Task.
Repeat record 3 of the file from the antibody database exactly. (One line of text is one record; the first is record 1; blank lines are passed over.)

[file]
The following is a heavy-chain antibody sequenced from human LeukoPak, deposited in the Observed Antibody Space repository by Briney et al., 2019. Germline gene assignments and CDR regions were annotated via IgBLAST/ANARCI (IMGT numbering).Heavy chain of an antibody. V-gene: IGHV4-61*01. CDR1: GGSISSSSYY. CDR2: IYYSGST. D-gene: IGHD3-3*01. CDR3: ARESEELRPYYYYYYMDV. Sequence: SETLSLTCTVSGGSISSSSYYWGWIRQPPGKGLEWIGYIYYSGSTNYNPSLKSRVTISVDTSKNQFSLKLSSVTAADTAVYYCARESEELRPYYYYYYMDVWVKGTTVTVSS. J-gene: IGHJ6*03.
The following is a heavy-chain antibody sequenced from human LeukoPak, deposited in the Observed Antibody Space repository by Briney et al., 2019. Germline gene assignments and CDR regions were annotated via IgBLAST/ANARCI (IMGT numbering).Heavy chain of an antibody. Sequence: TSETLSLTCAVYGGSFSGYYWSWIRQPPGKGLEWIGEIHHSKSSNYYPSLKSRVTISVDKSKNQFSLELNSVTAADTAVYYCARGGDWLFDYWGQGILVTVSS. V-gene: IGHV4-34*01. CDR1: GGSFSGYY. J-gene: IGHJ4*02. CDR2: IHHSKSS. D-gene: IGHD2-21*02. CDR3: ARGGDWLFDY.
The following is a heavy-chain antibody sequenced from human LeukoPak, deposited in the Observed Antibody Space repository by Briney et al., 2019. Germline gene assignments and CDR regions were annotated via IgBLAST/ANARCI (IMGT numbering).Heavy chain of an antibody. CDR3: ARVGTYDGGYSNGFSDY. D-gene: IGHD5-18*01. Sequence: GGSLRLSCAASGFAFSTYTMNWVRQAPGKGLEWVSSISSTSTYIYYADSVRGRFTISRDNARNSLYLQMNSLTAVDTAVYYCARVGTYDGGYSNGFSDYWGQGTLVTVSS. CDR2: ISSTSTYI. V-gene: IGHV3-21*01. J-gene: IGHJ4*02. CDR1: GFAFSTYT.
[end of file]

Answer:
The following is a heavy-chain antibody sequenced from human LeukoPak, deposited in the Observed Antibody Space repository by Briney et al., 2019. Germline gene assignments and CDR regions were annotated via IgBLAST/ANARCI (IMGT numbering).Heavy chain of an antibody. CDR3: ARVGTYDGGYSNGFSDY. D-gene: IGHD5-18*01. Sequence: GGSLRLSCAASGFAFSTYTMNWVRQAPGKGLEWVSSISSTSTYIYYADSVRGRFTISRDNARNSLYLQMNSLTAVDTAVYYCARVGTYDGGYSNGFSDYWGQGTLVTVSS. CDR2: ISSTSTYI. V-gene: IGHV3-21*01. J-gene: IGHJ4*02. CDR1: GFAFSTYT.